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What Is The Best Yarn for Potholders – Read Our Top Tips For Knitters

There are many yarns crafters recommend for potholders.

Potholders make excellent knitting projects when you want something quick and easy. Plus, they’re functional and fun to knit.

The best yarn for potholders is one that doesn’t transfer heat. Cotton is the best choice for potholders. Wool yarn is also a great option for potholders. 

I also explore what yarn not to use in potholders – looking at you acrylic yarn. 🙂

Table of Contents

Best Yarn for Potholders

What is the Best Yarn for Potholders?

The main reason for using a potholder is to avoid burnt fingers or marks on kitchen surfaces. A potholder provides protection to skin and kitchen surfaces.

You want your potholder to be thick, so it insulates from the heat. A pot holder mustn’t melt or transfer too much heat.

When considering the best yarn to use in a potholder, you’d want something absorbent but without losing its shape.

Suitable yarn is easy to clean. Potholders can get dirty quickly!

You want a potholder that can be used, washed easily, (preferably in the machine washer) and used again. A bonus is if it can be put in the dryer.

A good idea is a yarn with a decent amount of yardage. As if you’re trying to hold a pot with both hands, you’ll need two potholders.

Denise from Simply Charming Everyday made these potholders
Denise from Simply Charming Everyday made these potholders. Follow @simplycharmingeveryday for more great pics.

Shop Darn Good Yarn

What to Consider When Choosing Best Yarn for Potholders?

When you’re making potholders, you need yarn that

  • won’t melt
  • is heat resistant
  • is easy to clean
  • is machine washable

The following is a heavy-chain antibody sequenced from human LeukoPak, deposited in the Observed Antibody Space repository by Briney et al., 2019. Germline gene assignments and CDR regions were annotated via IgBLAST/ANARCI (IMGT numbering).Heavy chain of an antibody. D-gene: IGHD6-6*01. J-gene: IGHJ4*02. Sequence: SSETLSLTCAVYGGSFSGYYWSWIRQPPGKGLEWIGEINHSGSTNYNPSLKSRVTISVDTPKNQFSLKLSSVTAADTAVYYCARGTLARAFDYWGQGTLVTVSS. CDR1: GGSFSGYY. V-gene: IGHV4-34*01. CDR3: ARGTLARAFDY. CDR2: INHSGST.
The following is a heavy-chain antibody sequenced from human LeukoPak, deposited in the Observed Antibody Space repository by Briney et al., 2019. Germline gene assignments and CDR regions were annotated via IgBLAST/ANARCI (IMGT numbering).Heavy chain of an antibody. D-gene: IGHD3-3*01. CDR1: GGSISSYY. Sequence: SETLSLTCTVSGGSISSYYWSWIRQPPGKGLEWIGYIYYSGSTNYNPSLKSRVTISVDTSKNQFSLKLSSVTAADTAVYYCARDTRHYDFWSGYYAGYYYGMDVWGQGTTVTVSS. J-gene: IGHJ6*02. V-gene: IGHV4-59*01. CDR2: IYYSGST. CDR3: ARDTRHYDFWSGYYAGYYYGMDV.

• is absorbent
  • holds its shape after washing
  • knits/crochets up thickly
  • is any color you fancy!
Three knitted potholders in a geometrical design with brown and blue yarn by instagram user @Vintersne
Gorgeous knitted potholder pieces by @Vintersne. Follow her for more great pics.

What Kind Of Yarn Do You Use For Potholders?

The best yarn to use for making potholders is cotton yarn or wool.

Why is Cotton Yarn The Best Yarn for Potholders?

Cotton yarn has qualities that make it very suitable for making potholders.

It won’t melt even when the hottest pots and pans are placed on top. It’s easy to clean and absorbent without losing its shape because it’s inelastic.

The number one recommendation is Kitchen Cotton Yarn. The qualities of this yarn mean it’s exceptionally functional for in a kitchen.

This type of yarn has many things going for it.

Kitchen Cotton Yarn is known for being sturdy, absorbent, inelastic, matte (not shiny), and machine washable. Organic cotton yarn is a good choice, as is mercerized cotton thread.

Cotton yarn potholders are fabulous, preferably 100% cotton over blends with cotton. They’re sturdy, usually machine washable, and incredible at blocking out the heat from even the hottest of pots and pans.

Cotton is also one of the best choices for anything like dishcloths, facecloths, normal cloths and scrubbies.

Choose a pattern for making potholders with that has a good thickness of the knitted fabric. Using the garter stitch is an excellent choice, as it’s stretchy and the stitches are close together when you maintain proper tension.

When knitting a potholder, keep your tension firm. This helps to create a better overall fabric.

CHOOSE FROM OVER 1200 YARNS AT KNIT PICKS >>

What Yarn Weight Is Best For Potholders?

One thing to consider in the weight or thickness of the yarn, is to choose something thick in size that will insulate from the heat.

Look for a DK, worsted weight or heavier thread. (Look for “worsted weight” and/or the number 4 symbol of the yarn label.)

Using these weights of yarns means the knitted fabric is thick and protective.

Wool Yarn for Potholders

Although cotton yarn has been seen as the number one choice for best yarn for potholders, wool is also highly recommended.

One of the ways it’s one of the best to choose is wool yarn doesn’t melt if it comes in contact with heat. If it happens to catch fire, it should extinguish itself once it’s no longer in contact with the flame.

Wool yarn prevents heat from traveling through to underneath. It can be felted to provide a thicker “fabric” and is water-resistant as well.

The problem with using wool is it’s not as washable as cotton or as easy to clean. Machine washing a wool potholder in a washing machine could result in felting, and possibly ruining the potholder.

After all your work of making one, you don’t want it to be ruined after the first wash! To combat this, you could hand wash your woolen potholders.